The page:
Samuel Kasumu, the former Boris Johnson Advisor and Conservative London mayoral hopeful, is calling for police forces to be given a multi-year funding settlement, similar to the NHS, in order to improve planning, performance, and efficiency.
In the new wide-ranging report, Time for Action – A comprehensive plan for tackling crime in the capital, Samuel Kasumu identifies a lack of long-term planning for the failure of police forces to adapt to the changing nature of crime.
At one point, the nation’s 43 police constabularies were using a total of 2000 separate IT services. There is still no single nationwide police IT system, which has hindered the ability to work across forces to tackle cross border crime including county lines drug trafficking. Home Office analysis showed that Police and Crime Commissioners were spending almost a quarter of their overall budgets on goods and services with third party suppliers, without benefiting from collaborative procurement.
Kasumu said, “The closer we get to the next general election the more we will hear headline grabbing promises around policing and crime.
“However, to make lasting change we need to have some honest conversations about how policing can be delivered more efficiently and with more security for police leaders to plan for the future. Tackling crime is not just about police numbers.”
Kasumu’s ‘Time for Action’ report found that though overall crime had decreased significantly over time from 19.7 million reported crimes a year in 1995 to 9.4 million a year in 2022, it remains concerningly high and persistently correlated with inequalities.
The overall impact of crime has also increased due to the nature of offences changing. Sexual offences and fraud, increased from 52,342 and 500,225 in 2012 to 99,715 and 936,276 in 2022 respectively.
Other key findings in ‘Time for Action – A comprehensive plan for tackling crime in the capital’:
- The current police funding formula adversely affects areas that has seen the largest population growth, as it draws on data that is a minimum of nine years out of date and often incomplete.
- The population in London has grown by 7.7 percent between 2011 and 2021, compared with 3.7 percent in Yorkshire and the Humber and 1.4 percent in Wales, yet the data and formula used to allocate funding has not changed.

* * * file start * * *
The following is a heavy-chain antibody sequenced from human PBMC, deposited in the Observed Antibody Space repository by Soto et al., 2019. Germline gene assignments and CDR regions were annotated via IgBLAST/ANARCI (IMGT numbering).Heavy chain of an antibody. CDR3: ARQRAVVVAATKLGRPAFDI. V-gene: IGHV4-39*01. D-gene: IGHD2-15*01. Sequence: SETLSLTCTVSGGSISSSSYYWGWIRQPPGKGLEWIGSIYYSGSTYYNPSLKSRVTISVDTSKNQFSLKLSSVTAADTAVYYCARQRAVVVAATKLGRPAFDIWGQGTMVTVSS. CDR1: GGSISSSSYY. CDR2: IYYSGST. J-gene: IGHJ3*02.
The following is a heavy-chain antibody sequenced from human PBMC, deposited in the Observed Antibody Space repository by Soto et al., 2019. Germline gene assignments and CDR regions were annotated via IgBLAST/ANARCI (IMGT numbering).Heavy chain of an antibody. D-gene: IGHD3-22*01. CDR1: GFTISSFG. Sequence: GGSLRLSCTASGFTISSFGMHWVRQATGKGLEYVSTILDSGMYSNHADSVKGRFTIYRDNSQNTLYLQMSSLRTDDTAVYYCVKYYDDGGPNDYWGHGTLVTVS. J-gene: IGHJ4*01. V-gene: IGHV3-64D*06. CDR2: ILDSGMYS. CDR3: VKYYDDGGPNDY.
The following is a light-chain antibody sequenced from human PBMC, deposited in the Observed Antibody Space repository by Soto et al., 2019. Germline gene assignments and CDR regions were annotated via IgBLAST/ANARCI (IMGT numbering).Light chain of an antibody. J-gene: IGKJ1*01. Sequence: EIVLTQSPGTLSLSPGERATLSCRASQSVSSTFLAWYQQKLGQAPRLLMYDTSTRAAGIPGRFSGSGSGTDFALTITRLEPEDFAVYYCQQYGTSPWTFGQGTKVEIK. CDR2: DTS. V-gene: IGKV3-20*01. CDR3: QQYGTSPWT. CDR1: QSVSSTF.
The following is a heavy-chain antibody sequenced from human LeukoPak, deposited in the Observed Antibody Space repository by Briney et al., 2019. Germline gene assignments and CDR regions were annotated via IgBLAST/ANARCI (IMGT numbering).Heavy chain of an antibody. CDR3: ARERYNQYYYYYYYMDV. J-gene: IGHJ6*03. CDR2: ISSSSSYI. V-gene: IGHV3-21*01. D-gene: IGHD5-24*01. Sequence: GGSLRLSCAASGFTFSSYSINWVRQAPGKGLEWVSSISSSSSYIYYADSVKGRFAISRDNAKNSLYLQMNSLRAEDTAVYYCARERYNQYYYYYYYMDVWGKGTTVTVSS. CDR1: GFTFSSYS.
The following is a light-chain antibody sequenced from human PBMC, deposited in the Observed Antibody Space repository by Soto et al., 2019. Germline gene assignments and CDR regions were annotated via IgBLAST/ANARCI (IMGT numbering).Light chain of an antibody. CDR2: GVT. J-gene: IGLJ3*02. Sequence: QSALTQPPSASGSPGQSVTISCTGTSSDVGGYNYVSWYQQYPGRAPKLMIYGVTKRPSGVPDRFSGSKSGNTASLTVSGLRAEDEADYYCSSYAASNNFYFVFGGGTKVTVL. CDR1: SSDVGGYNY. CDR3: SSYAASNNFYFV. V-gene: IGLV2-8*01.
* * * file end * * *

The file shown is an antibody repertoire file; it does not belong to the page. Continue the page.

- A survey of Metropolitan Police personnel showed that less than half of respondents felt they had technology to use that makes their job easier, an issue which is likely to be exacerbated by the influx of new recruits.
- Forces with less than 4000 officers were amongst the most ineffective yet attempts to rationalise forces in any way have been curtailed due to the political ramifications.
- It was estimated that savings generated through potential back-office mergers (including IT and HR) would amount to £70 million in one year, with additional productivity gains of up to £250 million being realised in subsequent years. These savings could be re-invested in more frontline police officers.
The report has been released alongside a new platform focused on highlighting policies that would improve outcomes for the country over the long term, instead of short-term initiatives designed to garner headlines. Samuel Kasumu and his London mayoral campaign team believe that the new initiative, Future-proof Politics, will help to challenge policy makers into making better decisions focused on the long-term.
Kasumu said, “We are launching Future-proof Politics because for too long the political class has focused on short-term objectives to gain or hold onto power.
“There is not sufficient space given to long-term thinking and as a result we find ourselves in a spiral of stagnation on so many fronts. This stagnation is being felt in housing, productivity levels, international competitiveness and more. When I put myself forward to be a London mayoral candidate, my objective was to run on a platform focused on securing a better future.
“Not everyone was comfortable with that. Now that the race is over, Future-proof Politics will be the platform that continues to give a voice to those most interested in doing what is right for future generations.”